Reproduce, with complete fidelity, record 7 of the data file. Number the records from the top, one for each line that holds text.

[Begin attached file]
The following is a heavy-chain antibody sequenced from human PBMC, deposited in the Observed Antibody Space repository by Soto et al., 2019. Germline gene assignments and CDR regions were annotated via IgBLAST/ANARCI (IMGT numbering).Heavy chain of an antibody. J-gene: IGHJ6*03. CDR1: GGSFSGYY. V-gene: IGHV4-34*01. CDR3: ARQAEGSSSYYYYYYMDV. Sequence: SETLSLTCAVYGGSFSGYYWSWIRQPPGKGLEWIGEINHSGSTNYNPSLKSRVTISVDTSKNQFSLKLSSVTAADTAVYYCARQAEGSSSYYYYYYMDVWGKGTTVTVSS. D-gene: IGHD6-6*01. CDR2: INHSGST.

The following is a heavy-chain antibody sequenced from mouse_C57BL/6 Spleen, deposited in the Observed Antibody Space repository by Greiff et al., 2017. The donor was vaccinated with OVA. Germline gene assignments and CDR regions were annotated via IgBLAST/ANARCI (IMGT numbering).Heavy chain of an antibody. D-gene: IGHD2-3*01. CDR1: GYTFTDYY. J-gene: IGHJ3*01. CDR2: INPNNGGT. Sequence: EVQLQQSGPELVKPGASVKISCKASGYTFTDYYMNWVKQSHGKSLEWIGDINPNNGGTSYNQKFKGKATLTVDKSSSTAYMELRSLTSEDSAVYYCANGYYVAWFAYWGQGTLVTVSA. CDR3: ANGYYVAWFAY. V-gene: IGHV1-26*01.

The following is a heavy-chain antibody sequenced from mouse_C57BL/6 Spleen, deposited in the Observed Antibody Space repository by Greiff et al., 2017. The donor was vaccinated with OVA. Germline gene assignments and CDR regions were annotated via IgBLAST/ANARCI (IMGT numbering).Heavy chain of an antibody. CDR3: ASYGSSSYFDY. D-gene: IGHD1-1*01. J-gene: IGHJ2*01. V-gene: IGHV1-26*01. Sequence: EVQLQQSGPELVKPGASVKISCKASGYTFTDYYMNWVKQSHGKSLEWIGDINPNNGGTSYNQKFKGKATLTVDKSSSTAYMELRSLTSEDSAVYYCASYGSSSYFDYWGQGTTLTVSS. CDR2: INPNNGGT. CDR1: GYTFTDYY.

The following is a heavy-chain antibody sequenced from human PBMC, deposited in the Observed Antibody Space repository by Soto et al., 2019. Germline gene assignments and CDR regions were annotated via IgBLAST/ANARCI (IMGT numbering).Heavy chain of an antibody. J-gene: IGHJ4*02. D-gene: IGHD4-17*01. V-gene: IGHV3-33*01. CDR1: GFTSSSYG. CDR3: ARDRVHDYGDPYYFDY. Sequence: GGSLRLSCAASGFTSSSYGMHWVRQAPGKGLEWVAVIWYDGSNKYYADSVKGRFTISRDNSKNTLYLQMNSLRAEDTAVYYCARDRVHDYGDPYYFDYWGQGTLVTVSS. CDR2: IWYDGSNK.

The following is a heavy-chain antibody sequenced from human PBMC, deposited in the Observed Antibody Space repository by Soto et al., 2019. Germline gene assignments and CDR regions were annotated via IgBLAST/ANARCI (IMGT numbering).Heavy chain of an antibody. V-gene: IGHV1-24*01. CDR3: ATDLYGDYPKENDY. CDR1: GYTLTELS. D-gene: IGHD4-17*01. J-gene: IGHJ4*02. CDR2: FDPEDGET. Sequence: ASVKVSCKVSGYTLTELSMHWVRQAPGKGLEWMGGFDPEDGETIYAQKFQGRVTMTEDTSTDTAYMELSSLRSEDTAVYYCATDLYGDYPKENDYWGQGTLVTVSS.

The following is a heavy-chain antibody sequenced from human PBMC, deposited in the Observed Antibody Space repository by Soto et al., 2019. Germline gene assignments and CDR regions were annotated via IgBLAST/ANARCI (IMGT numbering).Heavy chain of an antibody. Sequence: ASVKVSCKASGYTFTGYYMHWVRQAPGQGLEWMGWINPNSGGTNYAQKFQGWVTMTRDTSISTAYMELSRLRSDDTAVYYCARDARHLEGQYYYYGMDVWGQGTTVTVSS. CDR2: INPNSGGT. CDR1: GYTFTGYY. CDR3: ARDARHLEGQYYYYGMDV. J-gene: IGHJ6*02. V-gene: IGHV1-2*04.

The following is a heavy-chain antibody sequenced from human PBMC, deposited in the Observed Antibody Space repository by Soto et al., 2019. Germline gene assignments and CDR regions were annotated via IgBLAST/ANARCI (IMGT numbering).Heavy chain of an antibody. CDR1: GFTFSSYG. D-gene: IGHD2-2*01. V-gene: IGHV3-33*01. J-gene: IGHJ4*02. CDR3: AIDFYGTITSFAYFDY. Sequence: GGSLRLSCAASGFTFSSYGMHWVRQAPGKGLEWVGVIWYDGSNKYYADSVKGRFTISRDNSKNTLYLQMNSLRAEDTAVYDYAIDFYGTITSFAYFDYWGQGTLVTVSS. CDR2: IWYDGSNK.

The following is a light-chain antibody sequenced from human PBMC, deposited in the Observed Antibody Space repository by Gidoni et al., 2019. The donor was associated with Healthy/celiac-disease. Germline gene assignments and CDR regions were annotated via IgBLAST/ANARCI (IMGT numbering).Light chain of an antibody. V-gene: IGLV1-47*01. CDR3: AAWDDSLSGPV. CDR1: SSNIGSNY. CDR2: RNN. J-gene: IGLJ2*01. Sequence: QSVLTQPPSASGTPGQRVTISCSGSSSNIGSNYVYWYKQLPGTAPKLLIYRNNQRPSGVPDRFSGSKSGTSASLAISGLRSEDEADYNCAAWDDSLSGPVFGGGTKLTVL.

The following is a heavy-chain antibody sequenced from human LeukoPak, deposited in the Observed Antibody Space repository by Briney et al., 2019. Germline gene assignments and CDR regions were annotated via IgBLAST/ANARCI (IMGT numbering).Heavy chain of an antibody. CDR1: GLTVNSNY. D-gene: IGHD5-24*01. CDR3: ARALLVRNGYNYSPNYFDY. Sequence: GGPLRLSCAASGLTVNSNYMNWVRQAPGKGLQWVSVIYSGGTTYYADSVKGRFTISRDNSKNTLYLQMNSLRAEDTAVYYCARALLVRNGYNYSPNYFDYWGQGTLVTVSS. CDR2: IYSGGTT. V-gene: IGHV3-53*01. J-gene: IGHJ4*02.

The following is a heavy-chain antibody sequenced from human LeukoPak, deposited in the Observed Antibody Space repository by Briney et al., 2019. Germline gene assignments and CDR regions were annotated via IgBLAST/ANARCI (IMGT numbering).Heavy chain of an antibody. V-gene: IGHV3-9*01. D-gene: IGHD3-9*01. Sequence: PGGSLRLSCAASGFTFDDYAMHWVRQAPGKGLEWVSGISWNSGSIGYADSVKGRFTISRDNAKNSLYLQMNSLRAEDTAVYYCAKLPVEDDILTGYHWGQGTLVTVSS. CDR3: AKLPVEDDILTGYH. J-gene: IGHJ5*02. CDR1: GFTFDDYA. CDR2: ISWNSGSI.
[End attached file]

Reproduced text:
The following is a heavy-chain antibody sequenced from human PBMC, deposited in the Observed Antibody Space repository by Soto et al., 2019. Germline gene assignments and CDR regions were annotated via IgBLAST/ANARCI (IMGT numbering).Heavy chain of an antibody. CDR1: GFTFSSYG. D-gene: IGHD2-2*01. V-gene: IGHV3-33*01. J-gene: IGHJ4*02. CDR3: AIDFYGTITSFAYFDY. Sequence: GGSLRLSCAASGFTFSSYGMHWVRQAPGKGLEWVGVIWYDGSNKYYADSVKGRFTISRDNSKNTLYLQMNSLRAEDTAVYDYAIDFYGTITSFAYFDYWGQGTLVTVSS. CDR2: IWYDGSNK.